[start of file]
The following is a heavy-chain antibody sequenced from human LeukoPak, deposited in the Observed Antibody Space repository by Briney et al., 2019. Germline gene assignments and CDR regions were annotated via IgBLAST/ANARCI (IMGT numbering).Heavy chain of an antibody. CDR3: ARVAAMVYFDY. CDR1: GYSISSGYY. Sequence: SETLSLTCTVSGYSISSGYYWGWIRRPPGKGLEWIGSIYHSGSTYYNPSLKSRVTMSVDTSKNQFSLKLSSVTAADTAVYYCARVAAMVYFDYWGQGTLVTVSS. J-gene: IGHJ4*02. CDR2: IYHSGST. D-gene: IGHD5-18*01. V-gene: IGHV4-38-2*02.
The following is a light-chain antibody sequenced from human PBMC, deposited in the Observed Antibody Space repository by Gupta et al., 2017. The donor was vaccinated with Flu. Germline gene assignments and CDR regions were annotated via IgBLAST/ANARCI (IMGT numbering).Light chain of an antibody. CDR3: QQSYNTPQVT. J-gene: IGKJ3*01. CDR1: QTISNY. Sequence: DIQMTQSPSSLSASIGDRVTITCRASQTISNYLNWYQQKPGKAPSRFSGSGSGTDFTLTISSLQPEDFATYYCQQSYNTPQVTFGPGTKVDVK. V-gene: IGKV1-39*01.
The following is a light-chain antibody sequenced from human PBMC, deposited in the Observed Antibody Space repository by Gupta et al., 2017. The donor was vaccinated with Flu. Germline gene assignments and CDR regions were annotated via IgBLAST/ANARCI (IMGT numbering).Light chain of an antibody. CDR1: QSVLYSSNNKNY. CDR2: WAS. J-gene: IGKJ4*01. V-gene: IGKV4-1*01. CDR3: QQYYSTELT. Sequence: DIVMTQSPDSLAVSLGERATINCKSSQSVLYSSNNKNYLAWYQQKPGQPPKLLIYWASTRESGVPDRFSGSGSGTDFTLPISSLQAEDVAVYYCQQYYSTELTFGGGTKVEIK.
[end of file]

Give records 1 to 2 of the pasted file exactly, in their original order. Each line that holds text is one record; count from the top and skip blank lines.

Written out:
The following is a heavy-chain antibody sequenced from human LeukoPak, deposited in the Observed Antibody Space repository by Briney et al., 2019. Germline gene assignments and CDR regions were annotated via IgBLAST/ANARCI (IMGT numbering).Heavy chain of an antibody. CDR3: ARVAAMVYFDY. CDR1: GYSISSGYY. Sequence: SETLSLTCTVSGYSISSGYYWGWIRRPPGKGLEWIGSIYHSGSTYYNPSLKSRVTMSVDTSKNQFSLKLSSVTAADTAVYYCARVAAMVYFDYWGQGTLVTVSS. J-gene: IGHJ4*02. CDR2: IYHSGST. D-gene: IGHD5-18*01. V-gene: IGHV4-38-2*02.
The following is a light-chain antibody sequenced from human PBMC, deposited in the Observed Antibody Space repository by Gupta et al., 2017. The donor was vaccinated with Flu. Germline gene assignments and CDR regions were annotated via IgBLAST/ANARCI (IMGT numbering).Light chain of an antibody. CDR3: QQSYNTPQVT. J-gene: IGKJ3*01. CDR1: QTISNY. Sequence: DIQMTQSPSSLSASIGDRVTITCRASQTISNYLNWYQQKPGKAPSRFSGSGSGTDFTLTISSLQPEDFATYYCQQSYNTPQVTFGPGTKVDVK. V-gene: IGKV1-39*01.